The Ultimate Evernote Guide: Part 1 | Part 2 | Part 3 | Part 4


Welcome to TeleRead’s newest how-to series! We’ll be exploring a wonderful tool called Evernote, and its many uses for readers who want to organize and synthesize books, articles, quotes, websites, ideas and other information.

I’ve written before about my recent Evernote love, and TeleRead’s Juli Monroe has shared with us how she uses this wonderful app in her role as an author. But the truth is, we’ve barely scratched the surface, Juli and I. There is so much you can do with Evernote, and I’ll be walking you through it every step of the way. Welcome, and thanks for joining us.

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Let’s start with installing Evernote. You can download a Mac or PC version off the Evernote website or download apps from the iOS, Android, Blackberry or Windows stores. When you install the app, you’ll be promoted to create a free account; this will keep your data synchronized across all the devices you use, and it will also give you access to a Web interface you can use on systems not supported by a desktop app (or if you just happen to be away from your home computer).

You also might want to consider installing a Web clipper, which is an extension that will allow you to easily save Web content to Evernote when you encounter it. For example, if you’re reading an article on a webpage and you want to keep the article for future reference, you can click on a button and Evernote will automatically clip the whole thing.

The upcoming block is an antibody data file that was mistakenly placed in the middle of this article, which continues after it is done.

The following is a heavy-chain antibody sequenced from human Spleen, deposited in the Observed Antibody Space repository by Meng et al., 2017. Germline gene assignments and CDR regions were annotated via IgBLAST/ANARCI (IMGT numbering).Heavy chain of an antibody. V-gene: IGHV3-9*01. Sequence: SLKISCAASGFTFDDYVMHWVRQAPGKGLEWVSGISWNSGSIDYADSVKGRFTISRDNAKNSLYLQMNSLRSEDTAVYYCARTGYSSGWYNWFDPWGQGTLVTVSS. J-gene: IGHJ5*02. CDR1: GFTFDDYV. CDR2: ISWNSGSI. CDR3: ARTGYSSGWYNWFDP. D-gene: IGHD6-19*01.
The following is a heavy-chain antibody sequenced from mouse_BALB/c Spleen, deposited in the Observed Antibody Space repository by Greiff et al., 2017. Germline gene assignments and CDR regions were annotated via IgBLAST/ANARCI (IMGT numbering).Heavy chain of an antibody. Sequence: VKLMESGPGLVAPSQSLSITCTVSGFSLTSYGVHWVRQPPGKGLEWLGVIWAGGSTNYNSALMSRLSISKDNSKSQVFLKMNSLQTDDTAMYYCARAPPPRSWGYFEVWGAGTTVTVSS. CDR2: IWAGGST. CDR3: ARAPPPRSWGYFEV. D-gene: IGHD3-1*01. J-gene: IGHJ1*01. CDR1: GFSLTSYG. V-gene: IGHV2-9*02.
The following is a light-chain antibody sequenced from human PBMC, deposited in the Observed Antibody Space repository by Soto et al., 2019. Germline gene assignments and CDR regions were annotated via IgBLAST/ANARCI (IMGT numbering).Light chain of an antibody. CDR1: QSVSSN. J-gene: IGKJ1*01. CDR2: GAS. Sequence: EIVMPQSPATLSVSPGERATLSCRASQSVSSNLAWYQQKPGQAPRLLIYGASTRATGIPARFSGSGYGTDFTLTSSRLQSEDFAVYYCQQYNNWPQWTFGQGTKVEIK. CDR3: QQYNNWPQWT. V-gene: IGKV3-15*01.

1. Go to the Evernote website and download the desktop app. Open it up and create an account. Evernote will start you off with one default notebook.

2. Go to the Evernote website again and install the Web clipper for the browser you use. I use Safari, so I’ve installed the Web clipper for that browser; you’ll see it in the screenshots below. Restart your browser if you need to once the setup is done.

3. Go to a blog or website you enjoy and start browsing for articles that interest you. When you find one, open it up and then click on the Evernote clipper button. It may prompt you to log in; if it does, put in your account information. Click ‘remember me’ to avoid having to do this again.


4. Now that you’re logged in, it will prompt you to save the article. You can save it into a notebook, or you can tag it and add a description. I’ll be covering tags and notebooks in more detail in the next lesson. For now, since you only have one notebook, it will save it there.

And that’s it! I used to have tons of articles I had bookmarked to read, or to save for later, and then never read them (or referenced them) again because I had nowhere to put them. Evernote to the rescue!

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In Part 2, we’ll explore tags and notebooks some more. I’ll tell you how to start organizing your content so you can easily find and use the information you store. Also, we’ll make a new notebook—this time with content you’ll type into Evernote directly. Stay tuned!


  1. Hello Juli and Joanna:

    I have been a long time follower and have even written for Teleread on occasion. I have been intending on doing a thorough review of Evernote for my new website: I would love to discuss the thorough review that you two and teleread have done instead. Please let me know either by comment or via email if this would not be okay. Thanks for a great piece. Alex S.

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